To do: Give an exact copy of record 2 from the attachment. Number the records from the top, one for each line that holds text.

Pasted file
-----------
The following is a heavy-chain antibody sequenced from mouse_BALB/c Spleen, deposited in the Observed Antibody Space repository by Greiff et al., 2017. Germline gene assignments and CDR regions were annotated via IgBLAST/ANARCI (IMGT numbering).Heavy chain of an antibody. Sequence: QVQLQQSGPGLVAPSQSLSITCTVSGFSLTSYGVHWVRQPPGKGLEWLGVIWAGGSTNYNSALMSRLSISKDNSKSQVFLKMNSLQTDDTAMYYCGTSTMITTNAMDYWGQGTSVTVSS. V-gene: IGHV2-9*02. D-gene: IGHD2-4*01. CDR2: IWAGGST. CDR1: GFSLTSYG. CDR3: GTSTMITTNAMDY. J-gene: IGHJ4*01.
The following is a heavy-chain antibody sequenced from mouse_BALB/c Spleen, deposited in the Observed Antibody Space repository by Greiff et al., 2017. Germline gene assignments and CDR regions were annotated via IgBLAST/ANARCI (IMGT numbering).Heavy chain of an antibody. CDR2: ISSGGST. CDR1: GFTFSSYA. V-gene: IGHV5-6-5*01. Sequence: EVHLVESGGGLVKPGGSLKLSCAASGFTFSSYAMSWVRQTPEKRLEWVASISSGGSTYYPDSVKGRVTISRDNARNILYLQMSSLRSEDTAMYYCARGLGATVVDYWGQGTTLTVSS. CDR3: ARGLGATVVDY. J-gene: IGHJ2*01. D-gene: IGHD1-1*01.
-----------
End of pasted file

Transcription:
The following is a heavy-chain antibody sequenced from mouse_BALB/c Spleen, deposited in the Observed Antibody Space repository by Greiff et al., 2017. Germline gene assignments and CDR regions were annotated via IgBLAST/ANARCI (IMGT numbering).Heavy chain of an antibody. CDR2: ISSGGST. CDR1: GFTFSSYA. V-gene: IGHV5-6-5*01. Sequence: EVHLVESGGGLVKPGGSLKLSCAASGFTFSSYAMSWVRQTPEKRLEWVASISSGGSTYYPDSVKGRVTISRDNARNILYLQMSSLRSEDTAMYYCARGLGATVVDYWGQGTTLTVSS. CDR3: ARGLGATVVDY. J-gene: IGHJ2*01. D-gene: IGHD1-1*01.